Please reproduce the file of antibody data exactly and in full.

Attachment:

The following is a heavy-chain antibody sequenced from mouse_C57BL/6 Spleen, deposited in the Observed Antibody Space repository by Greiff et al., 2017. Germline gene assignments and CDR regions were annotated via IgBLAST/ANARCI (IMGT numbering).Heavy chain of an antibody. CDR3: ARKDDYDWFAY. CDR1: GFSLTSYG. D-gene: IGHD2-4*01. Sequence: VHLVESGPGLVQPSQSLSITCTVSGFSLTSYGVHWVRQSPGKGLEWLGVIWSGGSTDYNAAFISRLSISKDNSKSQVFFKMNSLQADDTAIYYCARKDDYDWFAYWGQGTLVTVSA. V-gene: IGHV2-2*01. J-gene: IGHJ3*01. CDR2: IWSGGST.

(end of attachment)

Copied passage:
The following is a heavy-chain antibody sequenced from mouse_C57BL/6 Spleen, deposited in the Observed Antibody Space repository by Greiff et al., 2017. Germline gene assignments and CDR regions were annotated via IgBLAST/ANARCI (IMGT numbering).Heavy chain of an antibody. CDR3: ARKDDYDWFAY. CDR1: GFSLTSYG. D-gene: IGHD2-4*01. Sequence: VHLVESGPGLVQPSQSLSITCTVSGFSLTSYGVHWVRQSPGKGLEWLGVIWSGGSTDYNAAFISRLSISKDNSKSQVFFKMNSLQADDTAIYYCARKDDYDWFAYWGQGTLVTVSA. V-gene: IGHV2-2*01. J-gene: IGHJ3*01. CDR2: IWSGGST.